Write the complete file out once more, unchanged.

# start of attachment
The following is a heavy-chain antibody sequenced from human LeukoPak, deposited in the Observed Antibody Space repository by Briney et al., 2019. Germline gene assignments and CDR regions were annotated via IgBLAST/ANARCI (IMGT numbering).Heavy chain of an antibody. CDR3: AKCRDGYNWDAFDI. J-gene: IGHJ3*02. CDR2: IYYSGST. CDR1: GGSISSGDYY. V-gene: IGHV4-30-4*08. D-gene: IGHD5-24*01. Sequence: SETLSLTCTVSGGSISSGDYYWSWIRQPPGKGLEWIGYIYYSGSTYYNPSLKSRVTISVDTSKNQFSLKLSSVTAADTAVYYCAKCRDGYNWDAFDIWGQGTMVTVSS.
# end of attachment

The following is a heavy-chain antibody sequenced from human LeukoPak, deposited in the Observed Antibody Space repository by Briney et al., 2019. Germline gene assignments and CDR regions were annotated via IgBLAST/ANARCI (IMGT numbering).Heavy chain of an antibody. CDR3: AKCRDGYNWDAFDI. J-gene: IGHJ3*02. CDR2: IYYSGST. CDR1: GGSISSGDYY. V-gene: IGHV4-30-4*08. D-gene: IGHD5-24*01. Sequence: SETLSLTCTVSGGSISSGDYYWSWIRQPPGKGLEWIGYIYYSGSTYYNPSLKSRVTISVDTSKNQFSLKLSSVTAADTAVYYCAKCRDGYNWDAFDIWGQGTMVTVSS.